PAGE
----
The New Thought teaches us that there is a spiritual evolution going on in Man—that he is growing, developing and unfolding in spiritual attainment. That his mind is developing and causing to unfold new faculties which will lead him to higher paths of attain­ment. That the Higher Reason is beginning to make itself manifest. It teaches that the race is Hearing the plane of Cosmic Knowing. Teachers speak this Truth in different ways—using different words—but the thing itself is a fundamental principle of The New Thought.

The New Thought teaches also that “thoughts are things”—that every thought we think goes forth, carrying with it force which affects others to a greater or less extent, depending upon the force behind our thought, and the mental attitude of the other persons. And it teaches that like attracts like in the world of thought—that a man attracts to himself thoughts in harmony with his own—people in harmony with his thoughts—yes, that even things are influenced by thought in varying degrees. It teaches that “as a man thinketh in his heart so is he,” and that a man may change, and often does change, his entire character and nature by a change of thoughts, an adjustment of his mental attitude. It teaches that Fearthought and Worry and all the rest of the foul brood of negative thoughts attract thoughts, people, things, from the outside, and pull the man down to the level of his thought-pictures. And on the contrary a man may, by right thinking, raise himself from the mire, and surround himself with people and things corresponding to his thoughts. And it teaches that thoughts take form in action. And it teaches that the Mind is positive to the Body, and that a man may become sick or well—diseased or free from disease, according to his thoughts and mental attitude. It teaches that the mind of Man contains latent forces, lying dormant, awaiting the day of their unfoldment, which may be developed and trained and used in a wondrous way. It teaches that Man is in his infancy regarding the proper use of his mental powers. These things and similar things, expressed in scores of forms, according to the views of the respective teachers, are fundamental principles of The New Thought.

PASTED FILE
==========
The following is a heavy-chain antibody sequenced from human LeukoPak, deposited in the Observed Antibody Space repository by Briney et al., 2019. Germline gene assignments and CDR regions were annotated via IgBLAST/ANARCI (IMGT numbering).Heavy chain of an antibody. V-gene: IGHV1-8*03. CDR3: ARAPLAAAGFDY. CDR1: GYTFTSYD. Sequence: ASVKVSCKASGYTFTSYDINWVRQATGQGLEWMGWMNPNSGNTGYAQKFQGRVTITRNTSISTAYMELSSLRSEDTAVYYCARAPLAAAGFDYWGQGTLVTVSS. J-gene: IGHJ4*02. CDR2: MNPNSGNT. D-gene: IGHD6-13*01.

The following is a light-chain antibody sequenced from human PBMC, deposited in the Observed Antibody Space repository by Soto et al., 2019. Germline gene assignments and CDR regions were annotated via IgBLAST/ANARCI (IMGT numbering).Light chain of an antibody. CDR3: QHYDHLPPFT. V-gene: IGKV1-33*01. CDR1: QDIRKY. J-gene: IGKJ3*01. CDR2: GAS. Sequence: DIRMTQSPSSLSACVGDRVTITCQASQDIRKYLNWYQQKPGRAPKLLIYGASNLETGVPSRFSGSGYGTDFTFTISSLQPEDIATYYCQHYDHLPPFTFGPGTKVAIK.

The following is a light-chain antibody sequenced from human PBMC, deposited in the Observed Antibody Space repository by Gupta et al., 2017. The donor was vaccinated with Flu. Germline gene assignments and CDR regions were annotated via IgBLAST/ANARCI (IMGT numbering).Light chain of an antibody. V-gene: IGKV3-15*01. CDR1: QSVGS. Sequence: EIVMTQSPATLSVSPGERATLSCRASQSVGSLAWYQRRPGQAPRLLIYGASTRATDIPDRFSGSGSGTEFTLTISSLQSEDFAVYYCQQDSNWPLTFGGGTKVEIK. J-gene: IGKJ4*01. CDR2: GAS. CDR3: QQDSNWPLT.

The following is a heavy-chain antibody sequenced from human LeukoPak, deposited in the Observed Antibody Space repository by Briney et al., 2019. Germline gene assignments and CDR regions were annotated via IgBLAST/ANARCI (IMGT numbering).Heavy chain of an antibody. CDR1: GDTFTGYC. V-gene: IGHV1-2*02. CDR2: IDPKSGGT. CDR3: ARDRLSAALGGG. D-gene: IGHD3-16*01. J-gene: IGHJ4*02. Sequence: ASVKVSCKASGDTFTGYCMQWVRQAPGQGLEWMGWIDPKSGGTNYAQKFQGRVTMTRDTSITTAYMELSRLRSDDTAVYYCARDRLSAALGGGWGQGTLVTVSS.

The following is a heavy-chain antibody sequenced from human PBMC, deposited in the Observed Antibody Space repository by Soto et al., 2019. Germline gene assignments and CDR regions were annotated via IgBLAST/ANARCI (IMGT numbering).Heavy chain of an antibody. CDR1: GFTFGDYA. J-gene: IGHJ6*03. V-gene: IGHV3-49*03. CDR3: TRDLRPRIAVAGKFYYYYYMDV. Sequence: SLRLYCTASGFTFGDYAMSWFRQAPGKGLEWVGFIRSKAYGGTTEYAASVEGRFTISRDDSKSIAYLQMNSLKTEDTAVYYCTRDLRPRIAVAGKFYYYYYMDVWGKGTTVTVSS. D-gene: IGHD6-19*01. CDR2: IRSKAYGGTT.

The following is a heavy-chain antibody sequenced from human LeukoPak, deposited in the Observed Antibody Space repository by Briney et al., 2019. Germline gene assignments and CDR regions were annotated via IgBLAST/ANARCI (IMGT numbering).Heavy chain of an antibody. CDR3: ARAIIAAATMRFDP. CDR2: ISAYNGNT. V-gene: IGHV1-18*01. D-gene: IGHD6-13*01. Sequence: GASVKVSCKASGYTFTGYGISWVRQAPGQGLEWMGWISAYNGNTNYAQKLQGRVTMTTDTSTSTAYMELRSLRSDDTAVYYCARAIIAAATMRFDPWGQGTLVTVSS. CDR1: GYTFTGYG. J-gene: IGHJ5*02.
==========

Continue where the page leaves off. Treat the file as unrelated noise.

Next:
I can do no more than merely mention these things now. In the succeeding chapters, I will try to go into each phase of the subject a little more fully, but it would take many volumes before I could feel that I had even penetrated beneath the surface of the subject. And then remember that I am only giving you my little bit of the Truth. Every other man or woman has his or her bit, so that my portion is merely as a grain of sand on the seashore.

The New Thought is not a “fad” as many have supposed, although many have made it the amusement, of an idle hour. It is no new religion as others have thought—it contains within it only that which may be found in all the great religions of the world, but generally so safely hidden that only those who looked carefully could find it. It is no new religion, but it will help to throw new light on every religion, or shade of religious thought. It has no churches or temples—it allows its followers to worship in the temples of their fathers, or, if they prefer, in the open field, on the ocean, in the forest, in their rooms, anywhere—everywhere, for they cannot escape from the Universe, and GOD is everywhere, and everyone is in constant touch with him, and may feel the pressure of his hand if they will but allow it—will hear the whisper of his voice if they will but listen to it.